I can still remember the countless days of my childhood spent smashing my thumbs into that awkwardly shaped Sega Saturn controller, playing games like Galactic Attack.
It would be years before I would be able to get a more traditional education in the realm of gaming so, in many ways, shoot ’em ups – or shmups – were what I grew up on. Even after all this time, it’s the classics of the genre that have stuck with me as fundamental pieces of my gaming palate.
Games like Darius Gaiden, Radiant Silvergun, and DoDonPachi turned me into the sort of gamer I am today – no doubt as they must have for the developers of the retro shmup, Fast Striker.
Developed by the German indie studio NG:DEV.TEAM, Fast Striker initially launched on the Neo Geo and Sega Dreamcast in 2010, long after both consoles’ life cycles had ended. Hardcore followers of the homebrew Dreamcast scene may be familiar with Fast Striker and its place amongst other independently made shmups like DUX and NG:DEV.TEAM’s other title, Last Hope. Yet, it’s only now that Fast Striker has found its way onto a modern home console, and while the developer’s credibility as true-blue genre fans cannot be questioned, its game is another story altogether.
Lightning hasn’t struck twice
From the outset, Fast Striker doesn’t intend to impress anyone with innovative mechanics or exciting enemy encounters. Instead, it merely opts to act as a love letter to the genre itself. While most of the basics work as you might expect, the predictable eight directions of movement for instance, there’s also plenty of spin to keep things interesting.
The most noticeable example of this is its many different game modes, which take the place of more traditional difficulty settings. Although don’t be fooled; Fast Striker does more than merely tweak the number of lives and continues on hand. Instead, each mode uses a different ship (and thus different tools) to handle each scenario. The most challenging mode, for instance, dubbed ‘Maniac’, has you firing a ‘Grind Beam’ rather than your average projectiles. Doing so will activate ‘Grind Mode’ (you can hear the chuckling from here) which can help you chain together bonuses for a higher score.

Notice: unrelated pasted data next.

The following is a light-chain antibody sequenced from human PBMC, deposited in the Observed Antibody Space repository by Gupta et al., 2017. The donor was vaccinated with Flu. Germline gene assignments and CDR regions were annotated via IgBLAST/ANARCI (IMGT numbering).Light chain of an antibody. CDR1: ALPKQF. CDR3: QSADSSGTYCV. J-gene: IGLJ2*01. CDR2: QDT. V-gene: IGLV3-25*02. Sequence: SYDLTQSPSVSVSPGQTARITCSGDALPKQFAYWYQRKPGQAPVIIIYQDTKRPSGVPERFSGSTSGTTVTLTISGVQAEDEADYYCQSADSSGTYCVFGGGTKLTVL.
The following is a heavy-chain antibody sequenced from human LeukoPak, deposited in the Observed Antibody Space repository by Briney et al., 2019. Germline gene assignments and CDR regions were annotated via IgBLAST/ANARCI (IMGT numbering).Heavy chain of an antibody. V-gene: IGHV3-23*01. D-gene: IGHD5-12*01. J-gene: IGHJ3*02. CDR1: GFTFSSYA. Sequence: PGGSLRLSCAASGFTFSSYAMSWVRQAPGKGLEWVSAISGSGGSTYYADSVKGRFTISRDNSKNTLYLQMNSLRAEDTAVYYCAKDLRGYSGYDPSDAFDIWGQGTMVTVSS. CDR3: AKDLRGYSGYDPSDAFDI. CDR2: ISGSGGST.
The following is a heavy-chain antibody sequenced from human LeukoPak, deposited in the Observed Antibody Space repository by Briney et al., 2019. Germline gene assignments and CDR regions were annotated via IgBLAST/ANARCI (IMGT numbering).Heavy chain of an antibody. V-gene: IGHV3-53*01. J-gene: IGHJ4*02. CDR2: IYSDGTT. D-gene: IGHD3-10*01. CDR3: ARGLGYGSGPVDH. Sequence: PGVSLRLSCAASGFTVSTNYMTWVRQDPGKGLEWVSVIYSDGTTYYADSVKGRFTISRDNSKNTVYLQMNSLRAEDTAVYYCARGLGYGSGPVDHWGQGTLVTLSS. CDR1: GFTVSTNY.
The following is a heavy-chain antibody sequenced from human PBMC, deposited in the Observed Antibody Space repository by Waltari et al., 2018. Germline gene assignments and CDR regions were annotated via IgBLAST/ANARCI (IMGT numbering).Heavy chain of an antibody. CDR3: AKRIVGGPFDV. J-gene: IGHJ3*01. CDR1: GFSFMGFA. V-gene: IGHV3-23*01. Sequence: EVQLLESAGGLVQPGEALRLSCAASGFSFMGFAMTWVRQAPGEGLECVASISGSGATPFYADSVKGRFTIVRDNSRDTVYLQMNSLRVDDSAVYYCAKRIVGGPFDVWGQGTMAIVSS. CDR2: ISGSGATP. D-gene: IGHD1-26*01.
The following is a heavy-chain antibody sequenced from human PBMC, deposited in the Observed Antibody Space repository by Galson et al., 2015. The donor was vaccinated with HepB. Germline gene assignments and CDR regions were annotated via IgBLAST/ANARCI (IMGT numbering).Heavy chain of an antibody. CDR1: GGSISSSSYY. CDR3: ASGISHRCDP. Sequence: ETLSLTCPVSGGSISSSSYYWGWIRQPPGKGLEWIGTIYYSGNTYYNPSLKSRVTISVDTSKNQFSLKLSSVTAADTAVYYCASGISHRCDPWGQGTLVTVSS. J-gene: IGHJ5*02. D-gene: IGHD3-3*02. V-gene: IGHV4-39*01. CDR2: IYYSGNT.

With such an emphasis on leaderboards, Maniac mode offers more opportunities for bonuses than either the Original mode or its more casual Novice mode counterpart, which both opt for a more traditional focused and spread shot attack system.
It’s unfortunate, then, that your ship moves at such a slow pace. Since Fast Striker tends to lean more towards the bullet hell end of the spectrum, you’ll often run into scenarios where hundreds of projectiles are on the screen at once, making it all the harder to move and avoid them. Not to mention that the game’s pace can sometimes slow things down to a crawl, losing the excitement found in many other games of the genre. Although Fast Striker does pack quite the punch, hearkening back to an era defined by other ludicrously difficult games, it fails to keep that same edge-of-your-seat type of tension that made so many shmups so memorable.
A blast from the past, only an echo today
It’s painful to admit that despite Fast Striker’s promise of the shmup’s grand revival, it never able to reach the grand heights of its inspirations. For all its aesthetic sincerity, perfectly capturing the look and feel of turn-of-the-century shooters, I couldn’t help but be reminded of countless other, better games while playing it. Although its cardinal sin was not merely that it had reached for the stars in replicating the legendary shmups of the past, but that it only goes so far in its replication, becoming a blatantly transparent imitation rather than anything worthy of comparison.
On the PlayStation 4, Fast Striker is removed from the gimmick and charm that may have made it interesting in the first place. Instead of playing it on a Neo Geo or Dreamcast as it was originally intended, instead, it finds itself on the same console that houses any number of modern classics. With the Dualshock 4 in my hands and Fast Striker on the screen, what would be a whimsical appeasement of the past instead transforms into a regurgitation of old tropes. With only six stages to play through, there’s also too little to bother with. As someone who hase fallen so deeply in love with the genre, whose itch for a new brilliant shmup has been left unscratched for years, I can’t help but feel disappointed – especially because of how promising NG:DEV.TEAM seem to be.
Alas, Fast Striker isn’t what it should have been.